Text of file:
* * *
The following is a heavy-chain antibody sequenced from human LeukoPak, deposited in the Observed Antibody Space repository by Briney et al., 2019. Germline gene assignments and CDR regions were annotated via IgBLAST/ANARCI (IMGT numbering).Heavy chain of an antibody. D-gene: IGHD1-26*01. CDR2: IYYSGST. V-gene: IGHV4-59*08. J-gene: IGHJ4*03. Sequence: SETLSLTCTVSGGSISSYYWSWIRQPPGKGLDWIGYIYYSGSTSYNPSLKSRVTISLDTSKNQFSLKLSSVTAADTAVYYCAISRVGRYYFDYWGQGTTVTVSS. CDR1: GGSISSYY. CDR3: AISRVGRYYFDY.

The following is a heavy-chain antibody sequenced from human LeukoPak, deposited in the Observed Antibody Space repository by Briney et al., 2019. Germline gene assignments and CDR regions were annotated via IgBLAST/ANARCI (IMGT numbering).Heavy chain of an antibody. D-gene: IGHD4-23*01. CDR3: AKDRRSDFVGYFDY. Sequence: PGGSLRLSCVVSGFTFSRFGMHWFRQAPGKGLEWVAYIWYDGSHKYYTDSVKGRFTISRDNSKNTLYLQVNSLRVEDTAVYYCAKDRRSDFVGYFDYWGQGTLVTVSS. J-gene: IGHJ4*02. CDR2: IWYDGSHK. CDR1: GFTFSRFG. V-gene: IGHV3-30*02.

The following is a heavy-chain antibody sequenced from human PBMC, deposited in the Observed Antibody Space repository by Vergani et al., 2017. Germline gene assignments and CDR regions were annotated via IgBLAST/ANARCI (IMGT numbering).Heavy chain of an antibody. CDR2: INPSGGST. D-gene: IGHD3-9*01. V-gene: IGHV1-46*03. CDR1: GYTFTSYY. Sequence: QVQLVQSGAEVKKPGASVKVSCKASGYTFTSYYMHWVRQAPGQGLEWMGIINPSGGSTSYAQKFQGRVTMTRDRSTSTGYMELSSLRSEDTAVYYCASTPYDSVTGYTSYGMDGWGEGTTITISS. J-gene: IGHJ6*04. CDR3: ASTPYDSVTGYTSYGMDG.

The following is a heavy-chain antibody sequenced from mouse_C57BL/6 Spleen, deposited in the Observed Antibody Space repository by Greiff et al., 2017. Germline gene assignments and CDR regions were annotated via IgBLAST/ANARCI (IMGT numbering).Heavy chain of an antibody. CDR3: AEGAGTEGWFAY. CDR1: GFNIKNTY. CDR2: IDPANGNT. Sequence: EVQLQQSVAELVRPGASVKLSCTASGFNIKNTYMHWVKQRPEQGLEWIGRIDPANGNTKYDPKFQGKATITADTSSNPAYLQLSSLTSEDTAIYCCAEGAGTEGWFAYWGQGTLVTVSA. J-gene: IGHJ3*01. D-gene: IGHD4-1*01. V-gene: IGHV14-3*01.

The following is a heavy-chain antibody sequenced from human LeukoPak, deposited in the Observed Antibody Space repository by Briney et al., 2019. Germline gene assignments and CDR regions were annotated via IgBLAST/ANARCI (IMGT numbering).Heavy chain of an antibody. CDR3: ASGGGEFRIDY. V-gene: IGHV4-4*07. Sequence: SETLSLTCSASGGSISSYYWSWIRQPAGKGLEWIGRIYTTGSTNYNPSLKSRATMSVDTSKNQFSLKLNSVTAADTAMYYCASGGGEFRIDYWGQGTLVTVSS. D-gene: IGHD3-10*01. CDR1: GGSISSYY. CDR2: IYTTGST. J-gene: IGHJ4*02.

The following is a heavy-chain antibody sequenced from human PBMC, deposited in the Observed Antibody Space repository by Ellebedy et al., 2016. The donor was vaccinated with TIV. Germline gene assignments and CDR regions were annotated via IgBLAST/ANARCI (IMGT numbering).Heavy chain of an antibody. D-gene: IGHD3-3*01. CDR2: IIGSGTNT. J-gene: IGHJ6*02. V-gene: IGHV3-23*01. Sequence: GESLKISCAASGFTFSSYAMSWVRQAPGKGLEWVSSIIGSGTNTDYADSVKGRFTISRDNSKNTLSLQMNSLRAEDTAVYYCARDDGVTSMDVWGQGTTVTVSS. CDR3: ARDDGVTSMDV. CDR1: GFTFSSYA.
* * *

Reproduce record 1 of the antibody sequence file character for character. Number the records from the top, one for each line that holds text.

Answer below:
The following is a heavy-chain antibody sequenced from human LeukoPak, deposited in the Observed Antibody Space repository by Briney et al., 2019. Germline gene assignments and CDR regions were annotated via IgBLAST/ANARCI (IMGT numbering).Heavy chain of an antibody. D-gene: IGHD1-26*01. CDR2: IYYSGST. V-gene: IGHV4-59*08. J-gene: IGHJ4*03. Sequence: SETLSLTCTVSGGSISSYYWSWIRQPPGKGLDWIGYIYYSGSTSYNPSLKSRVTISLDTSKNQFSLKLSSVTAADTAVYYCAISRVGRYYFDYWGQGTTVTVSS. CDR1: GGSISSYY. CDR3: AISRVGRYYFDY.